There are other ways to build excitement into your lessons, such as using whiteboards with short impactful video clips that make your point about the day’s lesson in a dramatic and exciting form. Generate a lively discussion following the video by asking a series of probing, challenging questions. This can be enhanced even more when you put the students in groups of two or three to let them answer the questions together and then share with the class.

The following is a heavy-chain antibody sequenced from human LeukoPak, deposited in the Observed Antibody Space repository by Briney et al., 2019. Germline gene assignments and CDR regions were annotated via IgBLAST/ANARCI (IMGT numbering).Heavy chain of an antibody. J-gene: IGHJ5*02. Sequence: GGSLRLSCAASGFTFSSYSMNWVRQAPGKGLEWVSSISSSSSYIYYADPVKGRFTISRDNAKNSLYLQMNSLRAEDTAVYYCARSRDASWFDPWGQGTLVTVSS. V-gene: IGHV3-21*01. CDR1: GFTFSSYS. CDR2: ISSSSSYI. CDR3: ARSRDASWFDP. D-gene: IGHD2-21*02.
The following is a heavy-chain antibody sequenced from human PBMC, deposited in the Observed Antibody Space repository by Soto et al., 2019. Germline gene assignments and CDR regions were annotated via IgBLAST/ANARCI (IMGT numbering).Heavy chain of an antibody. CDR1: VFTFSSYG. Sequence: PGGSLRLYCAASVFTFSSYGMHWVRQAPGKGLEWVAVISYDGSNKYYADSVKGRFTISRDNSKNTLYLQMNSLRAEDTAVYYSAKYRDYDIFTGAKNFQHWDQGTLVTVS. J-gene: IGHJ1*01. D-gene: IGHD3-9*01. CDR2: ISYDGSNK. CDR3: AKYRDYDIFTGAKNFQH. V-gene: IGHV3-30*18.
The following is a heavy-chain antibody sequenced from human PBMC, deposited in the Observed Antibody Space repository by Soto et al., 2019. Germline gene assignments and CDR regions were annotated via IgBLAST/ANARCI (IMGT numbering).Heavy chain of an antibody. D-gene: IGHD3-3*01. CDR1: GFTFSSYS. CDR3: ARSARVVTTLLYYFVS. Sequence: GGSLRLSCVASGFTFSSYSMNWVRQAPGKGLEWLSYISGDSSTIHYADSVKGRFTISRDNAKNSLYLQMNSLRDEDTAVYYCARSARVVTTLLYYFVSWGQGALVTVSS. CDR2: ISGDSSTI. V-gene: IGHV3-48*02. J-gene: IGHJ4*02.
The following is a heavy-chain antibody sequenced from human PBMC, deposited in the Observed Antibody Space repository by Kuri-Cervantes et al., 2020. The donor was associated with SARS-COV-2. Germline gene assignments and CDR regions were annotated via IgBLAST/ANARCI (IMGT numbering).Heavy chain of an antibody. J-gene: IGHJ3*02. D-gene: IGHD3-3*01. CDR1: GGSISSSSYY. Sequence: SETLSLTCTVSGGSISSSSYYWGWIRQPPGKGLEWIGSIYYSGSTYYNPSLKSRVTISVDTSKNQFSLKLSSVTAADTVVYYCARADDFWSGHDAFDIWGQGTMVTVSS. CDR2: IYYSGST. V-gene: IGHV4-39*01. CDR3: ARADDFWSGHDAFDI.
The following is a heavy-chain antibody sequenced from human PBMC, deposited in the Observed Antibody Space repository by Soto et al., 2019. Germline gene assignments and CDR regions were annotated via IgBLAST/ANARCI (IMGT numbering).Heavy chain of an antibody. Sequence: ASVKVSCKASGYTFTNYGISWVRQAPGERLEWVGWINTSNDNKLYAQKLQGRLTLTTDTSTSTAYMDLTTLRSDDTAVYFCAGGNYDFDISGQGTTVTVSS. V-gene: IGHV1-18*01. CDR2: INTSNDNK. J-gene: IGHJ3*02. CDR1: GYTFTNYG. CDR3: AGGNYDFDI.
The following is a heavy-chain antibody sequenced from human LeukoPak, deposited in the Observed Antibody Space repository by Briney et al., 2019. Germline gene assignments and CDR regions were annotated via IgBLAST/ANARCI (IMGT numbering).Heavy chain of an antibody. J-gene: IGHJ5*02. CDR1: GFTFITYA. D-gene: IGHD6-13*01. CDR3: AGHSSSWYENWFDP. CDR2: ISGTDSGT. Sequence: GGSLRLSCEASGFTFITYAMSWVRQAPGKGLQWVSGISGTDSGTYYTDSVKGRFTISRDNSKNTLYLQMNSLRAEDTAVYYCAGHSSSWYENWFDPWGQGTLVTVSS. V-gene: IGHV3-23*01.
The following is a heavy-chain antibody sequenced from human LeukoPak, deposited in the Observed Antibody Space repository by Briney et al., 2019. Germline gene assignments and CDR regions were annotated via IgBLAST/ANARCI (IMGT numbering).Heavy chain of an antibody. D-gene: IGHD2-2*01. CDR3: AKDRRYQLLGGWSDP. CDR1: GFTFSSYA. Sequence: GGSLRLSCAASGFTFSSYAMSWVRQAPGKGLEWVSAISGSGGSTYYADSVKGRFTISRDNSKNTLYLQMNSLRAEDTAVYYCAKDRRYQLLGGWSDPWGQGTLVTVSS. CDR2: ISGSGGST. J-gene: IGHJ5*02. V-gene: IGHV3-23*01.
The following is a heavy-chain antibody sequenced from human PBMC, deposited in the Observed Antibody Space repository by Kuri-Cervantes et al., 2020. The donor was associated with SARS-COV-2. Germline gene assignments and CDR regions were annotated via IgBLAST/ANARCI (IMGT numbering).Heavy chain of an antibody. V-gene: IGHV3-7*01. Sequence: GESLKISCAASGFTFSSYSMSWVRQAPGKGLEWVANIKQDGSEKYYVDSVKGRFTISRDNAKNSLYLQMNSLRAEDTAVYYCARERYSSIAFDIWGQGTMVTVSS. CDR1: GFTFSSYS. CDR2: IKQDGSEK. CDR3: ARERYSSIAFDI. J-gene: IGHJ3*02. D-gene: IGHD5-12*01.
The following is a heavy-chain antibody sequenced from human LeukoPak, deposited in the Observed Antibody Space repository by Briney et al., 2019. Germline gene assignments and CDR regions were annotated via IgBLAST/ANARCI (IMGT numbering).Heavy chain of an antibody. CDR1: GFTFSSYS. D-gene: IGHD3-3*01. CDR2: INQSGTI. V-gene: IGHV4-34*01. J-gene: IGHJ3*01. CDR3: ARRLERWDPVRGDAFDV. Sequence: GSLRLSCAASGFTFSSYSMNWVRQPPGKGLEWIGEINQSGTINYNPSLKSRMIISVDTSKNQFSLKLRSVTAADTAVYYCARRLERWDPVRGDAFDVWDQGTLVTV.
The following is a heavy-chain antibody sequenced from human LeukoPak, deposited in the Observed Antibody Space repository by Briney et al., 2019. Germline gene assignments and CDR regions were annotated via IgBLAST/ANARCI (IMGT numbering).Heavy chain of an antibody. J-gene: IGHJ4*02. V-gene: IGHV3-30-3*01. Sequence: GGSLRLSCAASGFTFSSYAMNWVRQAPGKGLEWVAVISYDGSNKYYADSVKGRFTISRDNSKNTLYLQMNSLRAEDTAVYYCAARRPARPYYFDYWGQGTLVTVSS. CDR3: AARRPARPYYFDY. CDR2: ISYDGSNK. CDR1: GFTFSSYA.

Finally, understand that motivating students is a mindset. If you believe you can motivate them, you will. As much as humanly possible, be motivated and excited when teaching. Be effusive with your praise when students have good answers. I’m not talking about overdoing it but just do it in a natural, genuine way. Motivating students is a state of mind. Be that which you expect of others. You can do this!